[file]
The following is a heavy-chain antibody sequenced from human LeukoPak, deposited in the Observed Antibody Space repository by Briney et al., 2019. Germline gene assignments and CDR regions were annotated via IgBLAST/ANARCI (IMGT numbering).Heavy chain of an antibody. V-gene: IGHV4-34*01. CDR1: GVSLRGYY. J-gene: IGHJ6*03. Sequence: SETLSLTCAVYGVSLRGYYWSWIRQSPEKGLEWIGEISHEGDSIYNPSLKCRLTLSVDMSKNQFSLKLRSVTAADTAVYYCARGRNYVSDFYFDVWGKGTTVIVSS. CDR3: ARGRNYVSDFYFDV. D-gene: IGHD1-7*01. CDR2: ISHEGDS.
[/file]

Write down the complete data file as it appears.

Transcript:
The following is a heavy-chain antibody sequenced from human LeukoPak, deposited in the Observed Antibody Space repository by Briney et al., 2019. Germline gene assignments and CDR regions were annotated via IgBLAST/ANARCI (IMGT numbering).Heavy chain of an antibody. V-gene: IGHV4-34*01. CDR1: GVSLRGYY. J-gene: IGHJ6*03. Sequence: SETLSLTCAVYGVSLRGYYWSWIRQSPEKGLEWIGEISHEGDSIYNPSLKCRLTLSVDMSKNQFSLKLRSVTAADTAVYYCARGRNYVSDFYFDVWGKGTTVIVSS. CDR3: ARGRNYVSDFYFDV. D-gene: IGHD1-7*01. CDR2: ISHEGDS.